Loeb Donates $15 Million to Success Academy for High Schools
(Bloomberg) -- Activist investor Dan Loeb isn’t backing down.
Loeb, who has angered teacher’s unions and politicians for supporting charter schools, is giving $15 million to Success Academy, its founder Eva Moskowitz said Monday night at a benefit for the New York network of 46 schools. The gift from the foundation that he created with his wife will establish the Loeb Fund to Reimagine the American High School.
“Several years ago, Margaret and I recognized that for our students to excel in college and beyond, Success Academy had to develop an entirely new model for public high school," Loeb, 56, founder of Third Point LLC, said in a statement.
Success Academy opened its first high school in 2014, and a second two years later. It plans to open as many as eight more by 2033, with the Loeb gift supporting school design that can be replicated. Since its founding in 2006, Success has used private funds to cover startup costs, including $8.5 million from John Paulson. The student population is 95 percent black and Hispanic, with 74 percent from low-income families.
Five years ago, the American Federation of Teachers put Loeb on a watch list of money managers who support groups the union considered hostile to traditional public employee pensions. Soon after, Loeb boosted his pledge to $3 million from $2 million at a Success Academy gala. Last year, he wrote and deleted a Facebook post criticizing a black state legislator who opposes charter schools, saying she hurt people of color more than “anyone who has ever donned a hood.” That prompted Mayor Bill de Blasio to demand his resignation as chairman of Success Academy. Loeb, who apologized, remains in the role.
Raymond McGuire, global head of corporate and investment banking at Citigroup Inc. and the evening’s keynote speaker, praised Success’s model and results while also recognizing that it must do a better job engaging with communities it serves.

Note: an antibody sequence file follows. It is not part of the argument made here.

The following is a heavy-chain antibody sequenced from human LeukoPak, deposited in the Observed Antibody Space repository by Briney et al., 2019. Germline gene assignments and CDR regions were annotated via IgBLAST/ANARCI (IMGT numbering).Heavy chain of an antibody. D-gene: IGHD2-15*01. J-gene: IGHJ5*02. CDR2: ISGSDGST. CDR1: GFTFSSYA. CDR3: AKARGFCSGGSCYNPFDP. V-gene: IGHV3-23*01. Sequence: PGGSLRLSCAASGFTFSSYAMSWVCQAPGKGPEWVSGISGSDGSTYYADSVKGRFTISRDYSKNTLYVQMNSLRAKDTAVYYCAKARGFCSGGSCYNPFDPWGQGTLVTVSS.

“Success puts a lie to the notion that poverty, race or present circumstances limit how much your child can learn,” McGuire said. “It’s not surprising that many politicians and some of those who control the traditional public schools dislike Success. You take away their excuses for properly educating.”
Still, the school plays to “mixed reviews in the African-American community,” he said. “I cannot tell you how often I’ve heard friends and colleagues say, ‘I admire their results but there’s something about them I don’t like.’"
McGuire said building relationships within the black community, by regularly meeting with church leaders, for example, is an imperative if Success is going to help heal the national education crisis.
“Success needs strong support to continue its work and not be distracted by the hostility of your maintain-the-status-quo opponents who see you as politically vulnerable," McGuire said.
Toward the end of the evening, Loeb went on stage and responded to McGuire’s comments.
“Basically his message was ‘You guys are doing great, but you could do better,”’ Loeb said. “And I think we all know that and I want to thank Ray for making that message loud and clear for all of us tonight."
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